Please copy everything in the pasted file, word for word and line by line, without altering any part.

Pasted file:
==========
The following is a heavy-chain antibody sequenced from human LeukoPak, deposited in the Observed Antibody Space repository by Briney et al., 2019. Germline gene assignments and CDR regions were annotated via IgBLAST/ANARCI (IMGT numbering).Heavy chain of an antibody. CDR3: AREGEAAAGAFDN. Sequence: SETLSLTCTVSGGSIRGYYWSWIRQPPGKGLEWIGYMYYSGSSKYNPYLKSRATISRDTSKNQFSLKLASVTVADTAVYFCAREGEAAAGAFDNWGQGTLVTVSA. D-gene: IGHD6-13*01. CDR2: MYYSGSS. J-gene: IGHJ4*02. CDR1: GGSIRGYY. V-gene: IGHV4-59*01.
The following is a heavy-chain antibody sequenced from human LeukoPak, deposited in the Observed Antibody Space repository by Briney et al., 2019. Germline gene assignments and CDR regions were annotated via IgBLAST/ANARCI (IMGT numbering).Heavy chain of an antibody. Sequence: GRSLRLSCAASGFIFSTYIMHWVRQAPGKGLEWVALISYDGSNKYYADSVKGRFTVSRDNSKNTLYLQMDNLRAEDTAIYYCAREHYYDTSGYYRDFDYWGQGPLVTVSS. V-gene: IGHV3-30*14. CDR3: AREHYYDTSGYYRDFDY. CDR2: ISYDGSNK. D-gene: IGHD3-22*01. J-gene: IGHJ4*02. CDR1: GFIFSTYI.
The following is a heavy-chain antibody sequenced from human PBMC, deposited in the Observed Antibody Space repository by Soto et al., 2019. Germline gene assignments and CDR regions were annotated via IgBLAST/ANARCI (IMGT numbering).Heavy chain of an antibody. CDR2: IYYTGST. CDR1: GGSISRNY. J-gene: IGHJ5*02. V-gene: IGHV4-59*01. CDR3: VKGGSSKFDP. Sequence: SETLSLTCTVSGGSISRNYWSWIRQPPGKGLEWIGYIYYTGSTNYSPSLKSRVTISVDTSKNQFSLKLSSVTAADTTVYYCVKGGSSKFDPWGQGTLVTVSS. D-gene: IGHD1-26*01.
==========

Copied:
The following is a heavy-chain antibody sequenced from human LeukoPak, deposited in the Observed Antibody Space repository by Briney et al., 2019. Germline gene assignments and CDR regions were annotated via IgBLAST/ANARCI (IMGT numbering).Heavy chain of an antibody. CDR3: AREGEAAAGAFDN. Sequence: SETLSLTCTVSGGSIRGYYWSWIRQPPGKGLEWIGYMYYSGSSKYNPYLKSRATISRDTSKNQFSLKLASVTVADTAVYFCAREGEAAAGAFDNWGQGTLVTVSA. D-gene: IGHD6-13*01. CDR2: MYYSGSS. J-gene: IGHJ4*02. CDR1: GGSIRGYY. V-gene: IGHV4-59*01.
The following is a heavy-chain antibody sequenced from human LeukoPak, deposited in the Observed Antibody Space repository by Briney et al., 2019. Germline gene assignments and CDR regions were annotated via IgBLAST/ANARCI (IMGT numbering).Heavy chain of an antibody. Sequence: GRSLRLSCAASGFIFSTYIMHWVRQAPGKGLEWVALISYDGSNKYYADSVKGRFTVSRDNSKNTLYLQMDNLRAEDTAIYYCAREHYYDTSGYYRDFDYWGQGPLVTVSS. V-gene: IGHV3-30*14. CDR3: AREHYYDTSGYYRDFDY. CDR2: ISYDGSNK. D-gene: IGHD3-22*01. J-gene: IGHJ4*02. CDR1: GFIFSTYI.
The following is a heavy-chain antibody sequenced from human PBMC, deposited in the Observed Antibody Space repository by Soto et al., 2019. Germline gene assignments and CDR regions were annotated via IgBLAST/ANARCI (IMGT numbering).Heavy chain of an antibody. CDR2: IYYTGST. CDR1: GGSISRNY. J-gene: IGHJ5*02. V-gene: IGHV4-59*01. CDR3: VKGGSSKFDP. Sequence: SETLSLTCTVSGGSISRNYWSWIRQPPGKGLEWIGYIYYTGSTNYSPSLKSRVTISVDTSKNQFSLKLSSVTAADTTVYYCVKGGSSKFDPWGQGTLVTVSS. D-gene: IGHD1-26*01.